As an educator, Tabakis is in my opinion the realization of a disincentive program assembled to alleviate the decidedly distended economics department from it's discomfortable load of students. Paired with fantastically purulent TA's Josh "No, but would you like me to graph out something totally unrelated?" Greenfield and Natig "I don't wanna explain it, but I can tell you the answer is 11" Mustafayev, in my opinion Tabakis' macro fulfills it's design to be the fastest, wettest colostomy grab-bag movement out of the econ major ever.
Josh is a terrible TA. On many occasions he would just refuse to provide help with problem sets, dismissively stating things like "this problem is too easy for me to help you with." On other occasions, like review sessions for exams, he just didn't know how to answer problems--problems on the practice exam that he was supposed to know. Which would be fine on any occasion, except the night before the final exam, at the _only_ TA review session prior to the exam. Several other times, he was just plain misleading. For example, before our midterm, at the review, he specifically avoided questions having to do with the velocity of money and said "don't worry, I've seen the midterm and that isn't covered, we don't need to focus on that concept." Ironically, or tragically for those who believed him, there were _several_ questions pertaining to that particular concept on the midterm. So, he's either a vindictive little liar or he's just incompetent. Either way, he makes for a lousy TA. Josh is the sort of TA one would expect to encounter at a community college or in a continuing education program, but not at an Ivy League University. Shame on you Econ department!
This is the best economics class I've taken at Columbia yet. The man really knows the subject well, and has the ability to make it interesting at times. The classes are open for discussion and a sense of humor.
Just to keep it simple, Professor Onatski is not good at conveying the material. His class is boring, and centered completely around intricate mathematical manipulations. The book is ok, so you can read it without going to class and will be fine. There is no need to go to class because you wont learn anything anyway and will eventually have to read the book. The TAs are useless as well. Problems sets are straight out of the book, and altogether pointless.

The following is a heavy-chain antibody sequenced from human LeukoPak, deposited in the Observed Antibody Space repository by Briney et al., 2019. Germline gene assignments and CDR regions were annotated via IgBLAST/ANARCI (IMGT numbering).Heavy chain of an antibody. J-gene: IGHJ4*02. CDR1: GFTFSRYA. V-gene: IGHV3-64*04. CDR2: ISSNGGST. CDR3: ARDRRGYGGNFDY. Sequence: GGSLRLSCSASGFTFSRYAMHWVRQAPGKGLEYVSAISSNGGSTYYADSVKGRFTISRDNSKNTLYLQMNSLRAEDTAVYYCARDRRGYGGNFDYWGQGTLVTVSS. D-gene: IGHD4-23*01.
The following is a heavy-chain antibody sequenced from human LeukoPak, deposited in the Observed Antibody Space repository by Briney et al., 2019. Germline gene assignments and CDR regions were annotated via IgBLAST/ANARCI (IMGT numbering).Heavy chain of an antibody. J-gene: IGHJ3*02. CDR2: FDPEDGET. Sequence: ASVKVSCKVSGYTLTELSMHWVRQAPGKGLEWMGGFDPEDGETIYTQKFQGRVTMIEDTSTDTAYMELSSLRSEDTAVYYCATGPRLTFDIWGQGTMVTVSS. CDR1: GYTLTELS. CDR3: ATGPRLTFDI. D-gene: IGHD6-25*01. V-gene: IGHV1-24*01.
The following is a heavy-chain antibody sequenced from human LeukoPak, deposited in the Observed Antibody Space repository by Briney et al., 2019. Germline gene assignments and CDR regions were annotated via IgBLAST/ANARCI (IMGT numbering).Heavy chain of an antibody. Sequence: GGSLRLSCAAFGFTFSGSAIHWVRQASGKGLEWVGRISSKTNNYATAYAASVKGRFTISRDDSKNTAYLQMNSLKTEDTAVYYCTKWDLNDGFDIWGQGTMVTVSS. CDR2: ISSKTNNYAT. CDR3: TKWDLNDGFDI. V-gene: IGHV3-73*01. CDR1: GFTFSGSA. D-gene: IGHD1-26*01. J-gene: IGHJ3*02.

I have to disagree with a number of things the previous reviewer writes. First and foremost, Alexei is a nice guy but he does not care about the students one bit. If he did, in my opinion he might have taught something of value in his lecture. Maybe I'm not smart enough for this class--which I can readily accept--but I learned nothing in lecture and was not able to gain anything significant from the book either. I don't know where the last guy heard that Macro is an easy A; I've never heard that in my life! The added handicap of Alexei being a non-teacher did not help matters at all. The only way to do well in this class is a. to have a good background in the subject from the get-go; b. be naturally inclined to learning difficult concepts (the SEAS and science majors must have thought this class was pish tosh, easy breezy); or c. be able to memorize the book front to back. I cannot stress enough that this material is too difficult to learn on one's own. I learned very little in this class, although I gave it a chance til the very end; I showed up to every lecture and recitation--although I stopped going to recitation after I studied 5 days for the midterm, got a C, and realized Onatski is not interested in people like me, who are willing to work hard to understand but just can't because the man doesn't explain anything. His lectures are in fact derivations and proofs, which you'll never need to know and only serve to confuse you more. I'm warning you--unless you already know what's up, don't take this class thinking you'll learn macroeconomics because i guarantee that you won't!